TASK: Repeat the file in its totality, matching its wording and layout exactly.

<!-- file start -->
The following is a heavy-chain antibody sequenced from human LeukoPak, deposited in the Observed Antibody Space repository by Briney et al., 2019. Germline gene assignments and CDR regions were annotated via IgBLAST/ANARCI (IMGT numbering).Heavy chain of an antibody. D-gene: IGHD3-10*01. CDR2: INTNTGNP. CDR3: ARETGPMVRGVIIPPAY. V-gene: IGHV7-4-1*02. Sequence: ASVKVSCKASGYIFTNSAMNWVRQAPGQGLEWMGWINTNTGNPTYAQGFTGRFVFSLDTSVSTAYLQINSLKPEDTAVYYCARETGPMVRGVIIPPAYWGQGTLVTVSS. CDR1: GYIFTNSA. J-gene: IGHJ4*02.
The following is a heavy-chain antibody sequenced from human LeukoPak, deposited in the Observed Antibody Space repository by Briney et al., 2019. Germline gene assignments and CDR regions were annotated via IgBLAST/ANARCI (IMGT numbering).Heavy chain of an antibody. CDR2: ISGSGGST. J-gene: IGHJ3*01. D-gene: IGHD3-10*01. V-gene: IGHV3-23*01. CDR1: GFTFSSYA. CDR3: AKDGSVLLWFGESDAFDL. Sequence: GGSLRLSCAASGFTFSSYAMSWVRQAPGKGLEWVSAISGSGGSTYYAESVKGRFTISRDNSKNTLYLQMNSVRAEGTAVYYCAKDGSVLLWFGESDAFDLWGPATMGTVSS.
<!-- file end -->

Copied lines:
The following is a heavy-chain antibody sequenced from human LeukoPak, deposited in the Observed Antibody Space repository by Briney et al., 2019. Germline gene assignments and CDR regions were annotated via IgBLAST/ANARCI (IMGT numbering).Heavy chain of an antibody. D-gene: IGHD3-10*01. CDR2: INTNTGNP. CDR3: ARETGPMVRGVIIPPAY. V-gene: IGHV7-4-1*02. Sequence: ASVKVSCKASGYIFTNSAMNWVRQAPGQGLEWMGWINTNTGNPTYAQGFTGRFVFSLDTSVSTAYLQINSLKPEDTAVYYCARETGPMVRGVIIPPAYWGQGTLVTVSS. CDR1: GYIFTNSA. J-gene: IGHJ4*02.
The following is a heavy-chain antibody sequenced from human LeukoPak, deposited in the Observed Antibody Space repository by Briney et al., 2019. Germline gene assignments and CDR regions were annotated via IgBLAST/ANARCI (IMGT numbering).Heavy chain of an antibody. CDR2: ISGSGGST. J-gene: IGHJ3*01. D-gene: IGHD3-10*01. V-gene: IGHV3-23*01. CDR1: GFTFSSYA. CDR3: AKDGSVLLWFGESDAFDL. Sequence: GGSLRLSCAASGFTFSSYAMSWVRQAPGKGLEWVSAISGSGGSTYYAESVKGRFTISRDNSKNTLYLQMNSVRAEGTAVYYCAKDGSVLLWFGESDAFDLWGPATMGTVSS.